Wednesday, 20 July 2016

Mapping Mountains – Significant Name Changes – 200m Twmpau

Ffridd (SJ 084 141)

There has been a Significant Name Change to a hill that is listed in the 200m Twmpauwith the following details relating to a hill that was surveyed with the Trimble GeoXH 6000 on the 13th December 2014.

The criteria for the list that this name change affects are:

200m Twmpau The word Twmpau is an acronym standing for thirty welsh metre prominences and upward, and the criteria for the 200m height band of hills within the overall Twmpau are; all Welsh hills at and above 200m and below 300m in height that have 30m minimum drop,  with an accompanying sub category entitled the 200m Sub-Twmapu with these being all Welsh hills at and above 200m and below 300m in height that have 20m and more and below 30m of drop. 

The hill is situated in the Y Berwyn, which is an extensive hill range in the south-eastern part of north Wales, and is positioned between the small communities of Dolanog to the south-west; Pontrobert to the south-east and Llanfihangel-yng-Ngwynfa to the north and it overlooks the Afon Efyrnwy (River Vyrnwy) to the south.

The Trimble GeoXH 6000 gathering data at the summit of Ffridd

The hill appeared in the Sub List that accompanied the 200m P30 list on Geoff Crowder’s website and its status as a 200m Sub-Twmpau was confirmed by the survey with the Trimble GeoXH 6000.  The hill appeared in this Sub List under the name of Penygorddyn, this name appears closest to this listed hill’s summit but strictly applies to a 274m map heighted hill at SJ 081 140 whose summit area comprises a banked and possibly ditched hilltop enclosure that is now immersed in a conifer plantation.  During my early hill listing I used the map name that appeared closest to the summit of the listed hill, without due consideration for its positional value, doing so can perpetuate the use of inappropriate names.  This is not a practice that I now advocate as with research either conducted locally or historically an appropriate name for the hill can usually be found.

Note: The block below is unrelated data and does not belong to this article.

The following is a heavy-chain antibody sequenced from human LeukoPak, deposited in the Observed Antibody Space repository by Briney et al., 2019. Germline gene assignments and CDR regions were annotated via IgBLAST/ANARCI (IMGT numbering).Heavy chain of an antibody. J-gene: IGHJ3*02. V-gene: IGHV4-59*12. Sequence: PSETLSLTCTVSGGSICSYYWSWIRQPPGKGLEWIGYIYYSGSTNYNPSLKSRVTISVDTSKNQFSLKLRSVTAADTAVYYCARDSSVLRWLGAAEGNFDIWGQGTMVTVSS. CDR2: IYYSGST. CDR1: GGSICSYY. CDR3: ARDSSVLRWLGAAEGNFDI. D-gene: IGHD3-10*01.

The name this hill is now listed by is Ffridd and this was derived from the Tithe map.  The term Tithe map is generally given to a map of a Welsh or English parish or township and which was prepared after the 1836 Tithe Commutation Act.  This act allowed tithes to be paid in cash rather than goods.  The Tithe maps gave names of owners and occupiers of land in each parish and importantly for place-name research they also included the name of enclosed land.  This enclosed land is usually based on a field system, however not every field is given a name, but many are and especially so in Wales.

Accessing information on the Tithe map is simplified by the use of a split screen enabling the summit to be pinpointed on the map on the right and for the same point to appear on the Tithe map on the left

The land where the summit of this hill is situated is named as Frydd on the Tithe map

The enclosed land where the summit of Ffridd is situated is given the number 1005 on the Tithe map, this can be cross referenced against the apportionments; it is these apportionments that give the name of the owner or occupier of the land as well as the name of the land.  The land where the summit of this hill is situated is named Frydd [sic] (Ffridd conforming to standard modern Welsh) on the Tithe map, and it appears in the county named as Montgomery and in the parish of Llanfihangel-yng-Ngwynfa.

The full details for the hill are:

Group:  Y Berwyn

Name:  Ffridd

Previously Listed Name:  Penygorddyn
Summit Height:  295.9m (converted to OSGM15)

OS 1:50,000 map:  125

Summit Grid Reference:  SJ 08441 14114 
Drop:  29.1m (converted to OSGM15)

Myrddyn Phillips (July 2016)

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